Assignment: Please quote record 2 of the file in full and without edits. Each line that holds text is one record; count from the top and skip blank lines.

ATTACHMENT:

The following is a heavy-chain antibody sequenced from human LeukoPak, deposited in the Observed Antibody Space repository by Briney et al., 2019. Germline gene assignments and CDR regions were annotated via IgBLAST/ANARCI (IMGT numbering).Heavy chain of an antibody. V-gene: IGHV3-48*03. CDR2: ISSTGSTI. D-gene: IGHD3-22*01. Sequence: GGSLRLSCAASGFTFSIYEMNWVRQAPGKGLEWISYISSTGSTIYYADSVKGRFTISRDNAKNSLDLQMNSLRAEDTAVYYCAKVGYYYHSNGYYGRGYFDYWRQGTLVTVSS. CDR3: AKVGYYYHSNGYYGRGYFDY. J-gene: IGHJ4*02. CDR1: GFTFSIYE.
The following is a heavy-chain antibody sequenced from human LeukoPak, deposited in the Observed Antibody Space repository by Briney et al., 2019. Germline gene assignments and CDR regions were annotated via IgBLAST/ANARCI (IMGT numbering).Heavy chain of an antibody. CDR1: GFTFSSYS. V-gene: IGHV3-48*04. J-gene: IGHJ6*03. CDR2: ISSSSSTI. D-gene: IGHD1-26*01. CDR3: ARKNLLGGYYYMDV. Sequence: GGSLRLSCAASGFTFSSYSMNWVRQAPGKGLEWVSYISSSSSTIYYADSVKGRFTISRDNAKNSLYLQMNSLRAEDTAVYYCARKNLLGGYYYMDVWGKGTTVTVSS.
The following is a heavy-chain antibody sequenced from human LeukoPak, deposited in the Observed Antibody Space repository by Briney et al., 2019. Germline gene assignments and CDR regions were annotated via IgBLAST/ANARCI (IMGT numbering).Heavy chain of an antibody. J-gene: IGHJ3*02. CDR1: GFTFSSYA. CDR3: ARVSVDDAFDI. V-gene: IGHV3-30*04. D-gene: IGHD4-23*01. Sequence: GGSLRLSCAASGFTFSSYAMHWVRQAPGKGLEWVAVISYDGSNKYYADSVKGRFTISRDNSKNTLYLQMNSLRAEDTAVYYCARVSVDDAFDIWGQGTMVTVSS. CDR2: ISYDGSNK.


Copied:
The following is a heavy-chain antibody sequenced from human LeukoPak, deposited in the Observed Antibody Space repository by Briney et al., 2019. Germline gene assignments and CDR regions were annotated via IgBLAST/ANARCI (IMGT numbering).Heavy chain of an antibody. CDR1: GFTFSSYS. V-gene: IGHV3-48*04. J-gene: IGHJ6*03. CDR2: ISSSSSTI. D-gene: IGHD1-26*01. CDR3: ARKNLLGGYYYMDV. Sequence: GGSLRLSCAASGFTFSSYSMNWVRQAPGKGLEWVSYISSSSSTIYYADSVKGRFTISRDNAKNSLYLQMNSLRAEDTAVYYCARKNLLGGYYYMDVWGKGTTVTVSS.